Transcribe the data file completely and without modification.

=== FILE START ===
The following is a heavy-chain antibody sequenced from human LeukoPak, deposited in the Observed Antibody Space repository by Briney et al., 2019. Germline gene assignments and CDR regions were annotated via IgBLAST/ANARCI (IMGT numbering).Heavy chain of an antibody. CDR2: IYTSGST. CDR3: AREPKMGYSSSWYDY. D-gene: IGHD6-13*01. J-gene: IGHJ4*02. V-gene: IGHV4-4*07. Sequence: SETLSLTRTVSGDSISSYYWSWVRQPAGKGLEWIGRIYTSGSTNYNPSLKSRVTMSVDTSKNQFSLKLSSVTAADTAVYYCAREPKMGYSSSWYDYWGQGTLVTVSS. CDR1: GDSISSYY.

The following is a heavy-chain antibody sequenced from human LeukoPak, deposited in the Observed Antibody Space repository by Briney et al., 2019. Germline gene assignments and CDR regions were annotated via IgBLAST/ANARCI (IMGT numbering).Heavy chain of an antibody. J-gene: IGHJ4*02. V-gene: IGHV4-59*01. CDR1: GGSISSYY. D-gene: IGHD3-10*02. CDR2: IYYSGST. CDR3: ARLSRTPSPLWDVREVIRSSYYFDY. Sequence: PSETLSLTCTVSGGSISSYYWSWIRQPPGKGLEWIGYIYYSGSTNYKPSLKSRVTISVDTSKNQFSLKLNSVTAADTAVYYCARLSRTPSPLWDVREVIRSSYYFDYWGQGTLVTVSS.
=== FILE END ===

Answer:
The following is a heavy-chain antibody sequenced from human LeukoPak, deposited in the Observed Antibody Space repository by Briney et al., 2019. Germline gene assignments and CDR regions were annotated via IgBLAST/ANARCI (IMGT numbering).Heavy chain of an antibody. CDR2: IYTSGST. CDR3: AREPKMGYSSSWYDY. D-gene: IGHD6-13*01. J-gene: IGHJ4*02. V-gene: IGHV4-4*07. Sequence: SETLSLTRTVSGDSISSYYWSWVRQPAGKGLEWIGRIYTSGSTNYNPSLKSRVTMSVDTSKNQFSLKLSSVTAADTAVYYCAREPKMGYSSSWYDYWGQGTLVTVSS. CDR1: GDSISSYY.

The following is a heavy-chain antibody sequenced from human LeukoPak, deposited in the Observed Antibody Space repository by Briney et al., 2019. Germline gene assignments and CDR regions were annotated via IgBLAST/ANARCI (IMGT numbering).Heavy chain of an antibody. J-gene: IGHJ4*02. V-gene: IGHV4-59*01. CDR1: GGSISSYY. D-gene: IGHD3-10*02. CDR2: IYYSGST. CDR3: ARLSRTPSPLWDVREVIRSSYYFDY. Sequence: PSETLSLTCTVSGGSISSYYWSWIRQPPGKGLEWIGYIYYSGSTNYKPSLKSRVTISVDTSKNQFSLKLNSVTAADTAVYYCARLSRTPSPLWDVREVIRSSYYFDYWGQGTLVTVSS.